7 September 2022
Anyone can create a list of outstanding books to read. If you want bestsellers, promising new writers, or classics to revisit, there’s a list for that. If I throw together another one, is anyone even looking? With that in mind, the following is not a list. These are not suggestions. You’ve heard enough of those. Read on if book recommendations bore you.
The Prize-Winning Novel makes every literary list. When they come out, publishers promote them as the latest gift from a living god. That’s what they are. They are worth revisiting, revealing more of themselves on a second or third read. Google Hilary Mantel, Joyce Carol Oates, or Toni Morrison (sadly deceased).
The Debut Novel has a special buzz. The publisher loads the cover with rave reviews from notable writers and critics. “… best debut this year,” they might say, or “… destined to join To Kill A Mockingbird as a modern classic.” The products of aggressive searches for the next big thing, they may feel a little forced. But they are inclusive, reflecting the Own Voices and young talents whose bold fresh stories move the conversation forward. Read Jonathan Escoffery’s If I Survive You, reviewed here. Look for Sour Heart by Jenny Zhang and Zadie Smith’s debut from 2000, White Teeth.
The Old Standby is like Saturday jeans. These books are worth their inch on the bookshelf. When it’s time to take stock, face facts, and lighten the load for the moving truck, these old friends always make the cut. Have you read John Kennedy Toole’s Confederacy of Dunces? Try Shirley Jackson’s Haunting of Hill House, Larry McMurtry’s Lonesome Dove, and Donna Tartt’s The Secret History.
A Bestseller moves a gazillion copies, gets made into a massive movie franchise, making the writer rich and famous. These things are fun. They are called “un-put-down-able.” Other euphemisms include “beach reads,” “lighter fare,” and “guilty pleasures.” Good ones don’t come along often, and the inevitable sequels are nearly always second rate. Not much staying power, either. The top titles of 2012 were Fifty Shades of Gray and The Hunger Games. Thoughtful reads to return to for deeper insight? Or (maybe more than) slightly embarrassing?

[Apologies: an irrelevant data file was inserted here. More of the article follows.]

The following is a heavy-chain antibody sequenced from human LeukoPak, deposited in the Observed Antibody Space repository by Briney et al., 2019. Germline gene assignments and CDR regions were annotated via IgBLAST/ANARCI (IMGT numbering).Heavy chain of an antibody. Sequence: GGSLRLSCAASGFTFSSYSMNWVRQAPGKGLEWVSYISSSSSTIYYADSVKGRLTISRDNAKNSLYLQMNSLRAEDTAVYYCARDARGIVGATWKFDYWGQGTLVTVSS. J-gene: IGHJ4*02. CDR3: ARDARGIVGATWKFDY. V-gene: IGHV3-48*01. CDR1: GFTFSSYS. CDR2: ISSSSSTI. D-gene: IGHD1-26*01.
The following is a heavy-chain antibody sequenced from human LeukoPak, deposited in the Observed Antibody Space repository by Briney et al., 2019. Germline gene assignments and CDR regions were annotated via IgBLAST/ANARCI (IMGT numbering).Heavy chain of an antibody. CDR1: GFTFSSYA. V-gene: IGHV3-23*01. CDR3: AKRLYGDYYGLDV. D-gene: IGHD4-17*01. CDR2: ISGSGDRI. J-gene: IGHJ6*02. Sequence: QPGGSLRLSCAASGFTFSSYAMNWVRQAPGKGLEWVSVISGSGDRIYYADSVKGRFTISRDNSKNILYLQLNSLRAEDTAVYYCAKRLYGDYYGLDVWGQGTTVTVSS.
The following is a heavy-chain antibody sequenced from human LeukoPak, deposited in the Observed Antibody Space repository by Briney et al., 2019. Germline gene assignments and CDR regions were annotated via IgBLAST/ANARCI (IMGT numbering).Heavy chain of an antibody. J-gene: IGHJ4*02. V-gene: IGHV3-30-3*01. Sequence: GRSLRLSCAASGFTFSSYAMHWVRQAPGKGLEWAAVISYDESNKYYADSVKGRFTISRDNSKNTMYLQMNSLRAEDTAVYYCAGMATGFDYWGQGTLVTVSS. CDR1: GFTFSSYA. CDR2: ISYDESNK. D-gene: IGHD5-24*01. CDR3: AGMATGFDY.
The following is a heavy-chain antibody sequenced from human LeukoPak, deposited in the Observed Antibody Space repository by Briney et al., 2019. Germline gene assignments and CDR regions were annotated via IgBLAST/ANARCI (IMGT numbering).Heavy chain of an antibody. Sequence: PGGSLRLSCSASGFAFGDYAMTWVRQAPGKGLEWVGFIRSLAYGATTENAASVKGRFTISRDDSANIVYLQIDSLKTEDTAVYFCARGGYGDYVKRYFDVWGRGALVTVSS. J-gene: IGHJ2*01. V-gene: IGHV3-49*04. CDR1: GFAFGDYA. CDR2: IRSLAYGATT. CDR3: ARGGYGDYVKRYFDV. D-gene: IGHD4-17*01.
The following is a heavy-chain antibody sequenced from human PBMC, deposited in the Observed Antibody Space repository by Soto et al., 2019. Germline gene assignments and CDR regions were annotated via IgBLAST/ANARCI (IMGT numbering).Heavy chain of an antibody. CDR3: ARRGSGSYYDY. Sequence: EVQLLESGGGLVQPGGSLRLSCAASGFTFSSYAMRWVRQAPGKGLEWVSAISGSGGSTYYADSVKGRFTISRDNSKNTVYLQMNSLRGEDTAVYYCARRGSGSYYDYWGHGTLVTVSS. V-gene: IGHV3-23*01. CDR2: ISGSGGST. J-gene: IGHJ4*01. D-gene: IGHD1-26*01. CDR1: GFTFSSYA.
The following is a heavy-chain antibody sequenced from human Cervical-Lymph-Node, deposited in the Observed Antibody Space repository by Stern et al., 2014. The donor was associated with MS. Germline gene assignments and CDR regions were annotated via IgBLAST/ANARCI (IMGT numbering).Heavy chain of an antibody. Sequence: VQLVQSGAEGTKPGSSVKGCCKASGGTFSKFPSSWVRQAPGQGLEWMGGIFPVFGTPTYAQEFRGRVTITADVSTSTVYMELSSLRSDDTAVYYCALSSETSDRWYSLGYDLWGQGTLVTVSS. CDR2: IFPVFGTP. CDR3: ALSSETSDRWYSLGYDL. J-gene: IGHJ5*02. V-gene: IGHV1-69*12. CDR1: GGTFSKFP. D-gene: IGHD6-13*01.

Vintage Children’s Books are a minefield. Old titles often contain language and images that reflect the norms and assumptions of earlier generations. Feared for stirring up charged memories and reinforcing negative stereotypes, they are also a reservoir of our history and heritage. We can now show ugly attitudes for what they are (destructive, short-sighted, and immoral) and further the important progress underway in our children’s generation. I don’t recommend these books, but when you find one, be brave. See if there’s more to learn from having a tough talk with a young person than lobbying the library to remove it from the shelves.
Most readers have a to-read list long enough to roll right out the front door. If you’re a glutton for punishment, check back here from time to time for more thoughts on books to read (or avoid). Follow my blog for updates on recent stories, book reviews, and articles. And enjoy your day.